All cities have a unique trait. An element that sets them apart from the rest. This is not a tourist-friendly attraction to be found in a glossy brochure at a travel agency on the high road of an upmarket gentrified neighbourhood. No, this is a quirk that only becomes obvious once one has spent time living in that city. For instance, for me, after living almost 20 years in London, the salient feature of the British capital is its brain-wrecking, confusing urban grid: myriad winding one-way roads and sudden cul-de-sacs. Whilst many visitors look forward to taking a selfie at Buckingham Palace, I like nothing more than getting lost in London’s unrivalled metropolitan labyrinth, whether walking or cycling.
Havana’s unique trait is, on the other hand, its white sheets. Or rather, used to be.
As a child growing up in the Cuban capital, I became accustomed to the sight of white sheets hanging from balconies, especially on Saturdays when most people did their washing. Their ubiquity even merited a mention in what turned out to be Havana’s unofficial anthem in the early 90s, “Sábanas Blancas” (literally, “White Sheets”, by the singer songwriter Gerardo Alfonso). Thus, it was this childhood-era sight I sought out with a mix of nostalgia and eagerness recently when I went back for a two-week visit. Yet, something had happened in the intervening years since I last had been here. The bedding item had almost disappeared from clotheslines. Replacing it on balconies were either Barcelona or Real Madrid shirts amongst other foreign “invaders”. Forget Camp Nou or the Bernabeu, Spain’s La Liga was being played on the rooftops of Havana, with the likes of Messi and Ronaldo jostling for space amongst torn jeans, off-colour shirts and pocked vests.
I had already been exposed to these newly-formed soccer alliances at the aeroport on arrival. A stifling and humid August spouted its all-enveloping raging fire on my face as we came out of customs reminding me that it had been nineteen years since I had last been exposed to this kind of heat. There, it seemed to say, this is for you, just in case you had forgotten.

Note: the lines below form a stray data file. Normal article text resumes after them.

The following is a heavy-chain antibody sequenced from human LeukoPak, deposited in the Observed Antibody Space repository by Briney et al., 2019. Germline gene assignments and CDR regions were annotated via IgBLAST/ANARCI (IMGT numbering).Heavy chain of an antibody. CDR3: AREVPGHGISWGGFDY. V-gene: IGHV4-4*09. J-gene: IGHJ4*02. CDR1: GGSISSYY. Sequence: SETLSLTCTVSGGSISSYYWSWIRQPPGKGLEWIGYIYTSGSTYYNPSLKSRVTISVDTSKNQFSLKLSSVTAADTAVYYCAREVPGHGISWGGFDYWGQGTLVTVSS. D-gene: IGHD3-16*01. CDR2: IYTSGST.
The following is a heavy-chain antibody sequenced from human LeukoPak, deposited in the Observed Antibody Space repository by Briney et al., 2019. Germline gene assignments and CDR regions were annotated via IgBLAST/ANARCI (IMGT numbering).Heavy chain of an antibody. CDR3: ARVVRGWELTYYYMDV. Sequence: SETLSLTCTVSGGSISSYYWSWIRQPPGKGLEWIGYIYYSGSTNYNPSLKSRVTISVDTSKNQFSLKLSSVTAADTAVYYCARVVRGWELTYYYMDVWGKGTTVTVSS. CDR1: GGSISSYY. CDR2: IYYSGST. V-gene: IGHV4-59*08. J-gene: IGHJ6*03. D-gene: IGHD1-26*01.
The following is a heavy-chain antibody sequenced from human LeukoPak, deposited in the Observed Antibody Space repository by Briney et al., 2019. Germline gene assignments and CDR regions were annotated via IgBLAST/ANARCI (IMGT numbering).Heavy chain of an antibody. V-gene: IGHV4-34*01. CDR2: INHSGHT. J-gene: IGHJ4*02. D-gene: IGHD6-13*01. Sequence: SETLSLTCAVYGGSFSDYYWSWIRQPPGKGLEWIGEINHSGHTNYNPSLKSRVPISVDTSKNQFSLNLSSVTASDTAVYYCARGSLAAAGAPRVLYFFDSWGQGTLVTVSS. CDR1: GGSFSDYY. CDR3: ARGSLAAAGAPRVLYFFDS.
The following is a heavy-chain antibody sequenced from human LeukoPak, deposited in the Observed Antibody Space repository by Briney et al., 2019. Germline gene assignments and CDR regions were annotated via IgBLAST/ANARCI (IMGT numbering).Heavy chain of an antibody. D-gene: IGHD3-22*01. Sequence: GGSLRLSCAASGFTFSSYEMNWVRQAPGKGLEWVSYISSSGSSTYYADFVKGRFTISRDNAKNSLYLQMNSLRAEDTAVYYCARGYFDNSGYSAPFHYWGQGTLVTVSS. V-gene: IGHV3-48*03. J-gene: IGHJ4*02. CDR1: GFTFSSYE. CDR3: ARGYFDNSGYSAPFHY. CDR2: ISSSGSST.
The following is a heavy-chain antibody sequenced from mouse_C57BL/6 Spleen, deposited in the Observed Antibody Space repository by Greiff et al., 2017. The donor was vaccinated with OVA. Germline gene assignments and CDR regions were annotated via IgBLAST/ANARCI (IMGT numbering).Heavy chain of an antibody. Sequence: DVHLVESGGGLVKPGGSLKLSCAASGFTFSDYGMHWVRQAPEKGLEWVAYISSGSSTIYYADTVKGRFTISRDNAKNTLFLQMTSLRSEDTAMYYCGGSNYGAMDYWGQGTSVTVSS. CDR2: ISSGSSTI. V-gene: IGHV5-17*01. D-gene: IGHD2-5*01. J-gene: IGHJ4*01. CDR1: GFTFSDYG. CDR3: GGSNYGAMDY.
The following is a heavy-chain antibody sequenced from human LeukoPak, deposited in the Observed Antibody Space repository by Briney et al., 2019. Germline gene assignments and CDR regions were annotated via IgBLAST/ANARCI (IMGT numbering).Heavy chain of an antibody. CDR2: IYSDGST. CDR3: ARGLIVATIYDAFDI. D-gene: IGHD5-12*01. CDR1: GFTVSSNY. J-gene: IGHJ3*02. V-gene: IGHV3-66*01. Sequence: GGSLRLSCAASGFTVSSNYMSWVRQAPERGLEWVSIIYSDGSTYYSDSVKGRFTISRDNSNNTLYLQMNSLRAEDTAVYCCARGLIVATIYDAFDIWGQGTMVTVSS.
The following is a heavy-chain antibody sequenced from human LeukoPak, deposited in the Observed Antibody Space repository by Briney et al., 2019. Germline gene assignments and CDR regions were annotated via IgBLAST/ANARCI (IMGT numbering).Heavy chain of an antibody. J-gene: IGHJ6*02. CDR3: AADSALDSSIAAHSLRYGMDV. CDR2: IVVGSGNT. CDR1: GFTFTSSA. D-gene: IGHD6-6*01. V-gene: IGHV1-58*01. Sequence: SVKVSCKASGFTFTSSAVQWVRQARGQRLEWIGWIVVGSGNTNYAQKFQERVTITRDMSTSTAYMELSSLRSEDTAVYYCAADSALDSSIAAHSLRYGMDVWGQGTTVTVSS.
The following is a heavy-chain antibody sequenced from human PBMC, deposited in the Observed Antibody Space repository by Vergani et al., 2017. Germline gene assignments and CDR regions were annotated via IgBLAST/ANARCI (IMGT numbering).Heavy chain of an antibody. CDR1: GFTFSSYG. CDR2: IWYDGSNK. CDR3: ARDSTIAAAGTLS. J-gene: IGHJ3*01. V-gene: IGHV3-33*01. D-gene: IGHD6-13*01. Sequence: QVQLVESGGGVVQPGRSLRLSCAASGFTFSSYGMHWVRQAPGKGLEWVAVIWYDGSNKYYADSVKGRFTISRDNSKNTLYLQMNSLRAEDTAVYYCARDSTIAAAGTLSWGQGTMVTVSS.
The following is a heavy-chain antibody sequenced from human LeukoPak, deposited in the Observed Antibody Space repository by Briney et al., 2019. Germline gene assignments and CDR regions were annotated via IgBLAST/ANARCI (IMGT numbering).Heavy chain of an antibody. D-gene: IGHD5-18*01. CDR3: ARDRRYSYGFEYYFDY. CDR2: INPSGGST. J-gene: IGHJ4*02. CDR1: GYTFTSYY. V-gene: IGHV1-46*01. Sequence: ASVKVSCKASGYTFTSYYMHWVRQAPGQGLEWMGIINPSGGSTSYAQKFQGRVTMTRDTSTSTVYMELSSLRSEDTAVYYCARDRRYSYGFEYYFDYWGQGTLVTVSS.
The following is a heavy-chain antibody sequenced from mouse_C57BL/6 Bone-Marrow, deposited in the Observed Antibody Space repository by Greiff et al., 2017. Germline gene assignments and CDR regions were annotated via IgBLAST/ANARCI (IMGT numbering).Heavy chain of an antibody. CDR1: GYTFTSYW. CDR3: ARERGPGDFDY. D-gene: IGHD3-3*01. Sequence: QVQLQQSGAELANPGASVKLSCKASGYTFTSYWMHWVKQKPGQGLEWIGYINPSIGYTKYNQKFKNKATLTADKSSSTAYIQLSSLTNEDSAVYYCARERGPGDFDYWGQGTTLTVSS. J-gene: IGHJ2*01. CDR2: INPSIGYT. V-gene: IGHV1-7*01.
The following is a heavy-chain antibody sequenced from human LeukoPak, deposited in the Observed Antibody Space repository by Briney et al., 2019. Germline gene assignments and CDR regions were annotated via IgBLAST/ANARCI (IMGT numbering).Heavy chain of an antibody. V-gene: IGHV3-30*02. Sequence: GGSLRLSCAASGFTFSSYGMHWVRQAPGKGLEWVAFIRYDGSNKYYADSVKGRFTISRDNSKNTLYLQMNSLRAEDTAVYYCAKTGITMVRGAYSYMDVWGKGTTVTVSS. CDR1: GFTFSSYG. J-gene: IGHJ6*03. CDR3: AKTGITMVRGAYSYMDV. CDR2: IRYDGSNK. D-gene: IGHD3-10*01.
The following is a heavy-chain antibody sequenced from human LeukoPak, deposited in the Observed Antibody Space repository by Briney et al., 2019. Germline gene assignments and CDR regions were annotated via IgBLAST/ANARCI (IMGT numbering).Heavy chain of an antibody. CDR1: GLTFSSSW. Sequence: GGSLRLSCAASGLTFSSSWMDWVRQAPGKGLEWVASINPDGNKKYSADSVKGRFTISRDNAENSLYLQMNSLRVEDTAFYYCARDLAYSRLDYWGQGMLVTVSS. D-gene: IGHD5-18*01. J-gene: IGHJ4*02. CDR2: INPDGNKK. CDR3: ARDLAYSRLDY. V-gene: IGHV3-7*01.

I had not. In the same way I had not forgotten the hustle-bustle of Terminal 3 at the José Martí aeroport. The welcome hugs and goodbye kisses: from parents to offspring, from sibling to sibling, from lover to lover. In the middle of this display of human affection the logos of Fly Emirates and Qatar Airways stood out conspicuously.
Driving just after midnight to our hotel in old Havana gave me the chance to experience once more the city’s nocturnal fauna: the late-night revellers for whom any day of the week (it was Thursday-cum-Friday) was party-day, the gay corner on 23rd Avenue and L Street as densely populated as it ever was, the seawall, Malecón, decked with drunkards, wannabe singers howling themselves hoarse, prostitutes and couples waiting for their in-laws to go to bed so that they could get some action. The Havana carnival was supposed to kick off the next evening, which meant that some of the main thoroughfares were closed. The detours I took through poorly-lit, back roads prompted me to keep one eye on the pothole-filled streets and another one up on the never-ending clotheslines, festooned from balcony to balcony with myriad garments. But alas, very few white sheets.
The sunrise caught me looking out of our hotel window at a Havana slowly waking up from its deep sleep. Some of the sounds were the same: horn-tooting, kiss-blowing, name-calling. Some of the sights were also familiar: the water-carrier pulling his heavy burden up a hilly road and spilling the precious liquid in the process, the American car-cum-taxi squeezing more passengers in than a normal vehicle, the peanut vendor weaving his way through the still traffic at a red light, paper cones firmly held in his hand. Up in the distance, like a small symbol of surrender (to whom? To what? To the might of Barça or Real, perhaps?) I spotted a yellowed item of bedding which had probably seen better days. As childhood mementoes go, this was one I savoured in the moment. A keepsake to remind me of Havana’s unique trait: the sight of a white sheet hanging from a balcony.
Photo by the blog author
Photo by the blog author
Next Post; “Thoughts in Progress”, to be published on Saturday 24th September at 6pm (GMT)